In the case of Troy Davis, scheduled to be executed in Georgia tomorrow (see today's News Scan) the claim is being made that the Antiterrorism and Effective Death Penalty Act of 1996 prevented the federal courts from hearing his evidence of innocence. The story in the Atlanta Journal-Constitution, for example, says, "Courts have declined to hear Davis['s] new evidence, in part because of a federal law aimed at expediting seemingly endless death penalty appeals." This article in the Washington Post goes even farther, claiming AEDPA is "[a]t the heart of Davis's difficulties...." There is just one small problem with this claim. It is false.
The Eleventh Circuit ruling can be found at 465 F. 3d 1249 or on Findlaw. The court noted that there are two contexts in which actual innocence is raised in capital cases on federal habeas corpus. Id., at 1251. One is the so-called Herrera claim. That is the claim that the Supreme Court took up but then dropped in Herrera v. Collins, 506 U.S. 390 (1993) that a sufficient showing of actual innocence should produce federal habeas relief even in the absence of any claim of procedural error. The reason the high court dropped the issue is Herrera was that once they got past the defense spin and looked at the real facts, it was apparent that Herrera was guilty as sin. They haven't needed to reach the issue since.
Davis did not make an Herrera claim. See 465 F.3d, at 1251. The only purpose for which he claimed actual innocence was to pass through the "Schlup gateway." This is the rule, articulated in Schlup v. Delo, 513 U.S. 298 (1995) that a sufficient showing of actual innocence would allow the federal court to reach the merits of claims that the petitioner failed to present to the state court and can no longer present there. The usual rule is that the federal court cannot reach these "defaulted" claims.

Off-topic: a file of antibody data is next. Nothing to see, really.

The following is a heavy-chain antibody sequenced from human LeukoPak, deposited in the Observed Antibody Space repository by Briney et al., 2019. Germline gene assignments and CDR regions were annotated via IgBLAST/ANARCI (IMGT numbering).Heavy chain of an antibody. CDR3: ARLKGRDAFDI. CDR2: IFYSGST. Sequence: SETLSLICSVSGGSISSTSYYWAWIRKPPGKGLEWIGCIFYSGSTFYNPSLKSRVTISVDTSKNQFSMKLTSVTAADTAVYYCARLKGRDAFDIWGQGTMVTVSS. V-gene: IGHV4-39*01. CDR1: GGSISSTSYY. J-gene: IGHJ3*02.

In Davis's case, the Federal District Court went ahead and decided the claims despite the default, and it decided they had no merit. The Court of Appeals therefore held that Davis "cannot be heard to complain that the test for achieving a desired result was not applied, or not applied correctly, when the desired result was, in fact, obtained." 465 F.3d, at 1253. This decision would have been exactly the same if AEPDA had never been enacted. The Court of Appeals applied Schlup, which predates AEDPA. Passing through the Schlup gateway does not lead directly to relief but only to a hearing on the merits. Under Schlup, there is no need to consider evidence of actual innocence if the court gives the petitioner everything he would have gotten had he made the showing. No harm, no foul. Davis did not get a hearing on innocence under Herrera for the simple reason that he did not make a Herrera claim.
On the merits, the Eleventh Circuit proceeded to decide the questions of law de novo, with no mention of the deference standard of 28 U.S.C. § 2254(d). That standard only applies to cases decided on the merits in state court. Again, the case was decided exactly as it would have been had AEDPA never been enacted. The three claims were decided on the basis of Supreme Court precedents, all of which predate AEDPA.
As of this writing, the case is before the Board of Pardons and Paroles. If the claims of a realistic doubt about identity of the perpetrator are valid and not just another snow job (and we've seen plenty of those), the Board should grant a reprieve long enough to resolve the doubts. If the doubts can't be resolved, the sentence should be commuted.
This case is a valid basis for a discussion about how to handle doubts of identity in the clemency process. The attempt to use the case to attack AEDPA based on a misrepresentation of the federal courts' decisions, however, is just another cynical disregard of the truth.